NEWS LESSONS / How the world works when youre sitting on a plane / Intermediate

Macmillan Publishers Ltd 2014

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Talk about the meanings of the two expressions. Are there similar expressions in your language?

How the world works when youre sitting on a plane

Level 2 l Intermediate
6 Word clouds
Write all the words from the article that are connected with the three categories below.

other words for aeroplane

parts of an aeroplane

weather words

7 Discussion
a. Complete one of the sentences.

My best / worst flying experience was ___________________________________________________________.

I remember when I was flying from _____________________________ to _____________________________,


__________________________________________________________________________________________.

Ill never forget the flight from _______________________________ to ________________________________.

If I could fly anywhere in the world, Id go to _____________________________ because _________________


__________________________________________________________________________________________.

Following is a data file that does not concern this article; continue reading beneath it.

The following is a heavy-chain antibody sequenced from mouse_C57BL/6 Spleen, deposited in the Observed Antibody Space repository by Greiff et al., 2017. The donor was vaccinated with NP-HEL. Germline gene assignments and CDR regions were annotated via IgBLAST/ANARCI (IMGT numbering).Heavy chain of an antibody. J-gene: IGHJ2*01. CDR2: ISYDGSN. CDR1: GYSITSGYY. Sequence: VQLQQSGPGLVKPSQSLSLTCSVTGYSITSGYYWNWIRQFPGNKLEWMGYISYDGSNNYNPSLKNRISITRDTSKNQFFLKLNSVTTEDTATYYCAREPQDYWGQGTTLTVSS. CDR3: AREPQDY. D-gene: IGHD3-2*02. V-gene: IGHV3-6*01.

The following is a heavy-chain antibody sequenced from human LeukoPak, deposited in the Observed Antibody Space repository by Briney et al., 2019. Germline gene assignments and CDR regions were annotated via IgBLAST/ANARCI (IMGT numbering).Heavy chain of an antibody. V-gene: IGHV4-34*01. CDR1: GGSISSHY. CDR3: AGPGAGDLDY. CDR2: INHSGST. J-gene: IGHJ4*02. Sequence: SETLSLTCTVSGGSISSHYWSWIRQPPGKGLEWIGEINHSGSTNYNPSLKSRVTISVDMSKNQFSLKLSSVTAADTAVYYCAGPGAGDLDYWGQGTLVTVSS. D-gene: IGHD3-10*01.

b. Read out what you have written to your classmates. Find out how their stories continue.

8 Webquest

NEWS LESSONS / How the world works when youre sitting on a plane / Intermediate

Macmillan Publishers Ltd 2014

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Search for images of rainbows and clouds taken from a plane. Choose your favourite and explain what you
can see in it and why you like it.

How the world works when youre sitting on a plane

Level 2 l Intermediate
KEY
2 Key words
1. fluffy
2. vast
3. bow
4. scattered
5. cruising height
6. plunges
7. strapped in
8. scares
9. altitude
10. long-haul
11. bland
12. jet streams
13. atmosphere
14. artificial
15. tracking
16. solidify

3. From the ground, we see a bow. From a plane, we


see a complete circle.
4. because water should be just under 100C when it
is poured on to tea leaves, which isnt possible on
a plane
5. Newtons Third Law of Motion
6. You can be injured or killed if you are not strapped